THE GENTLEMANLY ASSASSIN RIDES AGAIN. AND HOWE…
Klaxon alert! Outrage merchants , boots on, scramble! In an election season here are theatre types in North London doing a play about Tories! Written by a BBC reporter! With PM Thatcher played in drag by chap from Spitting Image!
No, panic over, at ease, chaps. Jonathan Maitland is not spitting left-wing venom or, indeed, bashing the late Margaret more than is mild and reasonable. His lively, closely researched account of Sir Geoffrey Howe’s long-suffering loyalty and final explosive demolition of her 25 years ago is in the tradition of James Graham’s determined, fascinated humanisation of politicians in the NT’s This House and the TV play Coalition. And while director Ian Talbot makes the most of playful brief impersonations of some of the more richly impersonateable characters of the 80s – notably Alan Clark – Howe himself emerges well. Here is a principled if unspectacular hero who gave up loyalty only after a struggle, and Ian Gow as a decent man struggling to hold together the pair’s fragile relationship after Howe’s cruel demotion.
As for the casting of Steve Nallon as Thatcher, it is unexpectedly effective: not least because with the sculpted perm, ultra-careful outfits and gimlet eye there always was something faintly drag-queeny about the Iron Lady. It creates a useful sharp contrast with the other woman in the story: Elspeth Howe, wife of Sir Geoffrey and chair of the Equal Opportunities Commission and the Broadcasting Standards Council . Jill Baker, with casual hairdo and cheerful flat-shoed bluestocking liberalism makes a wonderful contrast to the menacing burnished-blonde clip-clop of her husband’s Nemesis . The PM patronizes her , calls her “dear” and evinces clear contempt for feminism (we are overshadowed by that vast Cabinet picture of her all-male retinue). At one point she purrs “I didn’t win two elections and a war by being nice to people”, to which Elspeth retorts ‘Imagine what you might have achieved if you had been…”
Maitland flashes backwards and forwards from the pinch-point in 1989 to earlier days – when Chancellor Howe rescued the new leader from a potential party revolt, and to the triumphant conference of 1983 when she demanded the opposition be “routed!”. As the years go by the sidelining and undermining of Howe is apparent: James Wilby gives our hero the hesitant credible decency of a clever thoughtful man steamrollered by a ruthless politician. Never pathetic or bumbling, he gives precise sad weight to lines like “ “I am not Heseltine, I can’t prowl the wilderness like a hungry lion” . Domcstic scenes with Elspeth are genuinely touching, Howe sweetly sporting a picture sweater of his beloved Chevening.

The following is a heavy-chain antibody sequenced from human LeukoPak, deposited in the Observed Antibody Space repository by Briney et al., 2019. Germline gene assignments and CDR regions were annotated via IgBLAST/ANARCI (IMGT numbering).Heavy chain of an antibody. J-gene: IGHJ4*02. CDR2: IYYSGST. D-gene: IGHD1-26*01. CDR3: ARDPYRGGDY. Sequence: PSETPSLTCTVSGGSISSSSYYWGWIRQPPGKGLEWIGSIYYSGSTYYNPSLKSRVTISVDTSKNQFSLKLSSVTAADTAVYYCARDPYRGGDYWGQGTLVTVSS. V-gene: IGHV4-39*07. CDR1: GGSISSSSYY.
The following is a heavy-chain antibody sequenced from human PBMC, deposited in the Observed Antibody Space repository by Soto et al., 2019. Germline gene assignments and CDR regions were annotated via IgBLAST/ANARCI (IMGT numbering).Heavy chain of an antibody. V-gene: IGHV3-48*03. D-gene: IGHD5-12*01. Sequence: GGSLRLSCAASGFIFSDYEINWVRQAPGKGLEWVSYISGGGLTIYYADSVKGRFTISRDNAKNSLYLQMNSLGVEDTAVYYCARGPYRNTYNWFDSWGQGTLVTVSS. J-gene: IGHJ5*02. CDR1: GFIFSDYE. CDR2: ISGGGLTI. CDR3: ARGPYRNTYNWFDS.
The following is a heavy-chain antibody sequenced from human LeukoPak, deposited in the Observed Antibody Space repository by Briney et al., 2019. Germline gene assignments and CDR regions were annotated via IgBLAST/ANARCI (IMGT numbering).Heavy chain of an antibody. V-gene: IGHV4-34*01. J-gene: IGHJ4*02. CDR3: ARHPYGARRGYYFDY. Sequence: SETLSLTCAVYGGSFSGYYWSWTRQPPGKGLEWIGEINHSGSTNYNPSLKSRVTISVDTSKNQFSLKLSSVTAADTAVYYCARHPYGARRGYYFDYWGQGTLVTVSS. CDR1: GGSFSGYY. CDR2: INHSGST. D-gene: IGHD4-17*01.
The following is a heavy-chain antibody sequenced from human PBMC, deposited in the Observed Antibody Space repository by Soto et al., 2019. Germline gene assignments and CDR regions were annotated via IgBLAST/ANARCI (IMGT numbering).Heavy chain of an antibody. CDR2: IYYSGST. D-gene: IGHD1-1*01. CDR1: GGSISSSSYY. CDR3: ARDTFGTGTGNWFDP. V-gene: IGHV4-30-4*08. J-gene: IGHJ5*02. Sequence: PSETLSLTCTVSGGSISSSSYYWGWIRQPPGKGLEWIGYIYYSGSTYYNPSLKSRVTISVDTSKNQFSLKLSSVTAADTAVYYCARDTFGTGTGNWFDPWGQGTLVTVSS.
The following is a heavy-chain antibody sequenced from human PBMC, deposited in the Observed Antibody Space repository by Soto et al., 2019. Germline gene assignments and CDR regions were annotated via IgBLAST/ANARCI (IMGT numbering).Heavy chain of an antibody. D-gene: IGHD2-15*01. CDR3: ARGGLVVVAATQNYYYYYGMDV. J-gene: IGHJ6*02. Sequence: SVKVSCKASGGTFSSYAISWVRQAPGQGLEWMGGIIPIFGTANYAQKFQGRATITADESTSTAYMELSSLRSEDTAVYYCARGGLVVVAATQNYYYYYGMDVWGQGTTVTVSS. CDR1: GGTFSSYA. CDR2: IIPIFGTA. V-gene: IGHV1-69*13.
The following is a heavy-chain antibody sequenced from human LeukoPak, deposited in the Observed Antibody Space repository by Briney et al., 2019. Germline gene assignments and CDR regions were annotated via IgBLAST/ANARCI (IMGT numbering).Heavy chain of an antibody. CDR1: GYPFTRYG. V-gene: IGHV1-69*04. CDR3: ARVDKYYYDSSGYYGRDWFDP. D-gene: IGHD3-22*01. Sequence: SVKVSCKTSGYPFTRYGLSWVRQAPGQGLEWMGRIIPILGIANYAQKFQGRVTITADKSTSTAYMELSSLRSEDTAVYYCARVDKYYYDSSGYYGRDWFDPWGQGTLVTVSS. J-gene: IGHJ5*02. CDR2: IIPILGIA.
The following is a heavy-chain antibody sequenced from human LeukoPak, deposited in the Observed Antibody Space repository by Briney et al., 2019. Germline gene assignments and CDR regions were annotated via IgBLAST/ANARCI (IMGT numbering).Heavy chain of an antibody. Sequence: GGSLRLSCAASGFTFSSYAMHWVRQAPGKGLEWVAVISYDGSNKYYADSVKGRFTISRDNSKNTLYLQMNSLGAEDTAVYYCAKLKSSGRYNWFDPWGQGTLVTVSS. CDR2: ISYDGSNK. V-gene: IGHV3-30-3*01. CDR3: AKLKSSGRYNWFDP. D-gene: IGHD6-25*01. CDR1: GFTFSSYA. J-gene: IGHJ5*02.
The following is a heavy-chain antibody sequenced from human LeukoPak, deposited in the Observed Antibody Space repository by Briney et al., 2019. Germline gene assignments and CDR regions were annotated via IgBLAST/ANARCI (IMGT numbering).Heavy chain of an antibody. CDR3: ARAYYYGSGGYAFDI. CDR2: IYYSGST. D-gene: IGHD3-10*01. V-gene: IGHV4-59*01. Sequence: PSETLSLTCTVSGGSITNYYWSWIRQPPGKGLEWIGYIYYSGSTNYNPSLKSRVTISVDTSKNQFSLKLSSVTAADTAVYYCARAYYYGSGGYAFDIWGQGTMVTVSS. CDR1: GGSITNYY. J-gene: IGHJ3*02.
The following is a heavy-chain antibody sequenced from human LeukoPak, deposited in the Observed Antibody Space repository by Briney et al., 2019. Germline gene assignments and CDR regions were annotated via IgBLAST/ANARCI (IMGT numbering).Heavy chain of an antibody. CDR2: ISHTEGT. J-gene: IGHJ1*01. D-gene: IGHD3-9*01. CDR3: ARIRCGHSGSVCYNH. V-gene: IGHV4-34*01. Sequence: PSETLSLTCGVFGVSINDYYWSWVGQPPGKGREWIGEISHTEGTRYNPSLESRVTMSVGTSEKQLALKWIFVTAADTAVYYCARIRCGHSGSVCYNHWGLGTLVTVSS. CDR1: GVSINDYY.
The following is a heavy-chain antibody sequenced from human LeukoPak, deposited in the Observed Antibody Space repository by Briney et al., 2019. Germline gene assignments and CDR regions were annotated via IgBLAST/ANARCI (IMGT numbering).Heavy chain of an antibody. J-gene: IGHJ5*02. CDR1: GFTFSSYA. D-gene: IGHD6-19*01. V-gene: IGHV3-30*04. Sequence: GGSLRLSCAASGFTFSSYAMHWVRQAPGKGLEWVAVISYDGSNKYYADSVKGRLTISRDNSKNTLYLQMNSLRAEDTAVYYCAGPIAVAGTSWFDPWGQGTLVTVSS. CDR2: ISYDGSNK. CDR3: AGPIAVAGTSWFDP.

Around them four other actors nimbly, entertainingly narrate and take diverse roles: Graham Seed is a strong Gow, John Wark a mischievously lisping Brian Walden, and Tim Wallers a blustering Bernard Ingham and a gloriously camp, offensive Alan Clark, bringing whoops of delight from those with 25-year political memories. The PMQ moment and the denouement, the big cricket-metaphor speech, create a proper House of Commons atmosphere.
Plenty of nice touches: Howe visibly reddening as he heads for the backbenches after twenty-five years in office, grandees scoffing at John Major – “He doesn’t even go abroad for his holidays” , and a nice swipe when the PM is asked about arts subsidy and replies that they should support themselves “Trouble is, art is not about profit as much as about a statement. Usually a socialist statement”.
One point, more in sorrow than in anger: Lady Thatcher was ever a fastidious dresser, and someone in Wardrobe has really got to run an iron over that terrible houndstooth suit on Nallon. Or bin it for something smooth and blue. The hair is great, so is the walk and the glare and the voice. But he doesn’t half need an Ironing Lady.
Oh yes, one note. Sir Stephen Wall, from Howe’s original staff – played by John Wark – saw it on press night and said “Terrific. … a brilliant job at being true to the character of the main protagonists …characterisation of MT was spot on: gimlet-eyed and terrifying but also with a kind and vulnerable side” .
box office 0207 870 6876 to 9 May http://www.parktheatre.co.uk